Before reading this: the views in this weblog post are my own and do NOT necessarily represent the views of D66, Jonge Democraten or any other organization I am associated with.
June 9 2010, Dutch elections for the House of Representatives. D66 witnessed an increase of the number of seats from 3 to 10, of the 150 seats in total in the Dutch House of Representatives. After having had a hard time, D66 reclaimed the trust of the Dutch people. In the last few days, D66 has been campaigning for a new Purple Coalition. Personally, as a member, supporter and voter, I wholeheartedly endorse this decision. In this weblog post, I will explain why, but first I will give a short introduction on the background of ‘Purple’.
Previous Purple coalitions
From 1994 to 1998, the first Purple coalition governed. This was a coalition of PvdA (red), VVD (blue) and D66 (green). This may have been the most progressive government in Dutch political history. It was responsible, among other policies, for possibilities and regulation of civil liberties like euthanasia, gay marriage and legalized prostitution.
From 1998 to 2002, the second Purple coalition governed. This coalition was to continue the policies of the first purple coalition, to work for improving the economy, reducing taxes and reducing unemployment. Arguably not as successful as the first purple coalition.
In 2002, Pim Fortuyn entered the spotlight. He wrote the book De Puinhopen van Acht Jaar Paars (“The Mess of Eight Years Purple”), criticizing the past two Purple coalitions for supposedly neglecting the health system, security, public governance and education. In the Netherlands, being anti-establishment almost automatically attracts votes of citizens who are dissatisfied with traditional parties and do not associate themselves with those parties.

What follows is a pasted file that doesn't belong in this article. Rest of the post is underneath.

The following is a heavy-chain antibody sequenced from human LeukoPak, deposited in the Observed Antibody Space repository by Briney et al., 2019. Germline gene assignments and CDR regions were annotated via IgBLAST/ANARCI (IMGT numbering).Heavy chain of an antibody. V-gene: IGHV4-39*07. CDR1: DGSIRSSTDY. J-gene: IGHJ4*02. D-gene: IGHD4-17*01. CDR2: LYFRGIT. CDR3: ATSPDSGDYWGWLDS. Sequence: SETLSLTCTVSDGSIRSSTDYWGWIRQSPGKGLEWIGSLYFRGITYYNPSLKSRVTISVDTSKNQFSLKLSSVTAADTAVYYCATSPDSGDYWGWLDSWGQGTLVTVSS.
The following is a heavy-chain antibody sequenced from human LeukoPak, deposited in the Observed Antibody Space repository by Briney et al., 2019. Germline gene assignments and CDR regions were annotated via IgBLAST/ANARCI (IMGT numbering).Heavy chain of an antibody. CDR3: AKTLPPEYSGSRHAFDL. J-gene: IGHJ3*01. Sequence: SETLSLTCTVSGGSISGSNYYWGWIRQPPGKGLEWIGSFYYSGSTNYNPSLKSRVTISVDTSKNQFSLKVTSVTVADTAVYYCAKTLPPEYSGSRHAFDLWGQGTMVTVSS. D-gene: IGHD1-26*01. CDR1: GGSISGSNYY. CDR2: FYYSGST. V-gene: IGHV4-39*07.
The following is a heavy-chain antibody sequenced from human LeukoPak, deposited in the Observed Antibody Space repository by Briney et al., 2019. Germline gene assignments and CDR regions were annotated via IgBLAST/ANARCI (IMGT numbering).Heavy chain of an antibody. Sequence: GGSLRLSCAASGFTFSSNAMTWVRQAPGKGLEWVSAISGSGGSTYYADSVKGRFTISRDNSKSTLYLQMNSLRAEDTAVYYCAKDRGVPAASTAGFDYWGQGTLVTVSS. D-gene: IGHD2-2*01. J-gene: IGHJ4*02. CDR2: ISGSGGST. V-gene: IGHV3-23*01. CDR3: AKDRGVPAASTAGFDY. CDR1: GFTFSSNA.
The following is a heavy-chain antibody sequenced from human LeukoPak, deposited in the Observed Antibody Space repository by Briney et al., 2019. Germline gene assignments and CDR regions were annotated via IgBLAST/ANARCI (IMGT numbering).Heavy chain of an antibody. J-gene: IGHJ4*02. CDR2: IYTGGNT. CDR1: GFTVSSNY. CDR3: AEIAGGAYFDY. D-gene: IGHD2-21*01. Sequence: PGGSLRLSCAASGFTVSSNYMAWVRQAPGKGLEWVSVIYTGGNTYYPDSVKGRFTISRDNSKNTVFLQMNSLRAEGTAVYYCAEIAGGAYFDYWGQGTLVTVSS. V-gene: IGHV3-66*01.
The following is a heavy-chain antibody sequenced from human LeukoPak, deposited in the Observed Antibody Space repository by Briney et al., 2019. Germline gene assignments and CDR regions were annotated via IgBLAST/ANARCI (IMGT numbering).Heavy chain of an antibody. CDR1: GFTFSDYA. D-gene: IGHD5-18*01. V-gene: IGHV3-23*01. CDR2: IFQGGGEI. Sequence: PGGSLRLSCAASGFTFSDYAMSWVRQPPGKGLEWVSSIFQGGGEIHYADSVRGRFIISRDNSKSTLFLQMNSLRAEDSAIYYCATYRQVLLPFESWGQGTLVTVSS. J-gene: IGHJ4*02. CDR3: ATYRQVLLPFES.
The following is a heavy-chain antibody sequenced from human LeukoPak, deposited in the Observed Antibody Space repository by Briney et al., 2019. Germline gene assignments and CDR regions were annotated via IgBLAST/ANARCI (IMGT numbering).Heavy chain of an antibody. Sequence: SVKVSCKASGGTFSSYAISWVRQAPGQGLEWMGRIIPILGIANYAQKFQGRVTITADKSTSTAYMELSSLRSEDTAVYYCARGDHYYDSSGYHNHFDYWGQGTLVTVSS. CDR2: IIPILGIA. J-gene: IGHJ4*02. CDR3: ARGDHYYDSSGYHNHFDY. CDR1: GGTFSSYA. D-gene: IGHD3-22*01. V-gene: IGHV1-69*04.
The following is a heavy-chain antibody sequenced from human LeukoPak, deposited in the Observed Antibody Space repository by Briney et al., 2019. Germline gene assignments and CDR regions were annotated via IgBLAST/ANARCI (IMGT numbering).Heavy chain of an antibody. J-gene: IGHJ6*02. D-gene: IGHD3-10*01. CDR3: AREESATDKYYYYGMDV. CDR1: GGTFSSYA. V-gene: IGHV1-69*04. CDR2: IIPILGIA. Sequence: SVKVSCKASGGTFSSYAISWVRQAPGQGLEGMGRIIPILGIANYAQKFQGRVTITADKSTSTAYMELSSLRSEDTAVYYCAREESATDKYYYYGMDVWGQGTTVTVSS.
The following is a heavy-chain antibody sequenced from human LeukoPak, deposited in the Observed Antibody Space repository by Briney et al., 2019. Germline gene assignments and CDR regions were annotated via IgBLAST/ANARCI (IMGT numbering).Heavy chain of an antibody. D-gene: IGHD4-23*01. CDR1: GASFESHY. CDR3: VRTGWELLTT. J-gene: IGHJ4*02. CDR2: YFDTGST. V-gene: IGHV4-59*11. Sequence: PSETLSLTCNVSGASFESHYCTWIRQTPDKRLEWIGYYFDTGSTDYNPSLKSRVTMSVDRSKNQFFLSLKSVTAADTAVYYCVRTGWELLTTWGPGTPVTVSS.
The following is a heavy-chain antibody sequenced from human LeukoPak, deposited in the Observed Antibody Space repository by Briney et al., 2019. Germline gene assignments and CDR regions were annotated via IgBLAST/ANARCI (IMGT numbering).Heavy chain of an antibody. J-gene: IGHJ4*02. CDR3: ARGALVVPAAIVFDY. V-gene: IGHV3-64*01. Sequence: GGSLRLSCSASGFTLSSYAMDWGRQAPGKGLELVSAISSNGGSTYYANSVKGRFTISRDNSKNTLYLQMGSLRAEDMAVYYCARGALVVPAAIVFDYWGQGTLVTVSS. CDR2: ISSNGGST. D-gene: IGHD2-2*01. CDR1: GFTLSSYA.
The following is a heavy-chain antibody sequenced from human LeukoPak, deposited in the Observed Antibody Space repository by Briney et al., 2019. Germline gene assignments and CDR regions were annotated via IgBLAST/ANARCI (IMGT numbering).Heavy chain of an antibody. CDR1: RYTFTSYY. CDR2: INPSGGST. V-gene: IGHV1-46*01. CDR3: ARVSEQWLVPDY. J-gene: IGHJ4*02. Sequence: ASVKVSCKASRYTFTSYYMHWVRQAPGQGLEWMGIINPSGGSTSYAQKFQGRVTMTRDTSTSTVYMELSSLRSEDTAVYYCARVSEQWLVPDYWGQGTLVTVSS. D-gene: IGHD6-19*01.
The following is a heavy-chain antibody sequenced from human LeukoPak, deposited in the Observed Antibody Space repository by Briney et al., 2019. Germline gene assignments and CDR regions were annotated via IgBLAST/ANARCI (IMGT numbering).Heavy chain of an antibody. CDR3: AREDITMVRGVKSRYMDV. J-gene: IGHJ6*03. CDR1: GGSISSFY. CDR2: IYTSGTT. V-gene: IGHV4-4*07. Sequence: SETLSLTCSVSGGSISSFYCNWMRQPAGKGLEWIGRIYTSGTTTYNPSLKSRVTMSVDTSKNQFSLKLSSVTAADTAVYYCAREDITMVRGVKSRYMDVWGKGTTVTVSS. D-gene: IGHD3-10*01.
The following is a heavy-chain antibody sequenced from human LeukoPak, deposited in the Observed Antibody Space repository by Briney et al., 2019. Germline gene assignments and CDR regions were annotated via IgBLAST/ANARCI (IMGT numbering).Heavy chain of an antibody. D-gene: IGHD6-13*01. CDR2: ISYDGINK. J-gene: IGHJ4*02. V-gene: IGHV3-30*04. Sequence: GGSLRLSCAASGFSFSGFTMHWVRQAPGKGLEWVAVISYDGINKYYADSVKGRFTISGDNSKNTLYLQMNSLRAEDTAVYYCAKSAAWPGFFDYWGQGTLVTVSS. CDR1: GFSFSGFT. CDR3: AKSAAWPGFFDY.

Apart from being controversial with his anti-Islam ideas, populist statements and far-right positions, he also had a very shaky political history. He had often changed political party, finally became party leader of Leefbaar Nederland, but was kicked out for being too controversial. This ultimately brought him to found his own party, Lijst Pim Fortuyn (LPF). His party became so popular, it won enough seats to instantly join the new government coalition. This was the first cabinet led by Jan Peter Balkenende (CDA).
The Balkenende Era
Jan Peter Balkenende started off with a trend that would be the key note for all of his cabinets. The first Balkenende cabinet had a lifespan of only three months. Because of unrest in the LPF party after the assassination of Pim Fortuyn, the LPF could no longer govern in the first Balkenende cabinet.
The second Balkenende cabinet already had trouble with its formation. Eventually, D66 decided to join in a coalition with CDA and VVD to realize a majority coalition. It crashed, however, when minister for Integration and Immigration Rita Verdonk made a very controversial move by starting a procedure to evict Ayaan Hirsi Ali.
As a result a third Balkenende cabinet was formed. This was a caretaker government, as CDA and VVD did not have the support of a majority in the parliament and had to find a new majority for each policy proposal.
Finally, after new elections, the fourth Balkenende cabinet came. In my opinion, this was the cabinet with the least accomplishments in the range of Balkenende cabinets. The government installed many committees to postpone political decisions, put away responsibility on the political support on the Iraq war and finally the PvdA, being against a longer stay in Afghanistan, while CDA and CU were for a longer stay in Afghanistan, persuaded the CDA to ask the PvdA to break with the coalition. Again, there were early elections.